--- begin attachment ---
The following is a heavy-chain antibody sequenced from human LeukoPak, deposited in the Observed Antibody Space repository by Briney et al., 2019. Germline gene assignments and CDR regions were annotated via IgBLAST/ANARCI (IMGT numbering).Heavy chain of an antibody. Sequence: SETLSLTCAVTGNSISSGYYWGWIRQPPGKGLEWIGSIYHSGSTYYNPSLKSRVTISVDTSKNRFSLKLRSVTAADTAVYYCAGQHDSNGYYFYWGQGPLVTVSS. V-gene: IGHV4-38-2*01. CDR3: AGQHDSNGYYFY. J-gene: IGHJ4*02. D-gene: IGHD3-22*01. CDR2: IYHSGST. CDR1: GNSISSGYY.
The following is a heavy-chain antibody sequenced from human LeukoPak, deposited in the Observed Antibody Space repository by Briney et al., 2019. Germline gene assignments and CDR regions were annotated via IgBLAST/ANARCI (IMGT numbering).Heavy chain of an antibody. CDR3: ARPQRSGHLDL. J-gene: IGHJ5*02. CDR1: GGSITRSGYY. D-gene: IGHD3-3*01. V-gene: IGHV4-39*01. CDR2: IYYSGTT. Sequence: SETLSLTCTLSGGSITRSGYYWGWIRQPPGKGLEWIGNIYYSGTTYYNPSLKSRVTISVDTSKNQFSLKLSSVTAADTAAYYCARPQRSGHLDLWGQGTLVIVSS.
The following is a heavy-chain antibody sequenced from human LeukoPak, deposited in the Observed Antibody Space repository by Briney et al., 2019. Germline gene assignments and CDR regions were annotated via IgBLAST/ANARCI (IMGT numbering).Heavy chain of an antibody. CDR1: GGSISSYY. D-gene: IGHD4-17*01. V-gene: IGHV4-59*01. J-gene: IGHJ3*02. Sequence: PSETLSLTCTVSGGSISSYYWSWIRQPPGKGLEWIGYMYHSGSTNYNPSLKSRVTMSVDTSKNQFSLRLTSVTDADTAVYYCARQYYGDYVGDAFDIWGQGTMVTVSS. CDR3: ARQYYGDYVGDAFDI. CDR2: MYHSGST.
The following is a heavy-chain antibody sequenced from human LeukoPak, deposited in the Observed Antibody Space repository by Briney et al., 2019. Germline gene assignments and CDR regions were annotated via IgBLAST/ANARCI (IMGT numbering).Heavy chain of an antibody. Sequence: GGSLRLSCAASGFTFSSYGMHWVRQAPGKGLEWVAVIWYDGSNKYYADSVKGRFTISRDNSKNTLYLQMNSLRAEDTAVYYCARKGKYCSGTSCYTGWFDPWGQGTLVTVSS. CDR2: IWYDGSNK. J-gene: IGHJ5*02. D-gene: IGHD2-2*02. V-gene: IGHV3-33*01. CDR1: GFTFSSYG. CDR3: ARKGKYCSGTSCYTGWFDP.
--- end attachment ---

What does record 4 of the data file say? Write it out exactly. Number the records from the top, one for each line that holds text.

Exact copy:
The following is a heavy-chain antibody sequenced from human LeukoPak, deposited in the Observed Antibody Space repository by Briney et al., 2019. Germline gene assignments and CDR regions were annotated via IgBLAST/ANARCI (IMGT numbering).Heavy chain of an antibody. Sequence: GGSLRLSCAASGFTFSSYGMHWVRQAPGKGLEWVAVIWYDGSNKYYADSVKGRFTISRDNSKNTLYLQMNSLRAEDTAVYYCARKGKYCSGTSCYTGWFDPWGQGTLVTVSS. CDR2: IWYDGSNK. J-gene: IGHJ5*02. D-gene: IGHD2-2*02. V-gene: IGHV3-33*01. CDR1: GFTFSSYG. CDR3: ARKGKYCSGTSCYTGWFDP.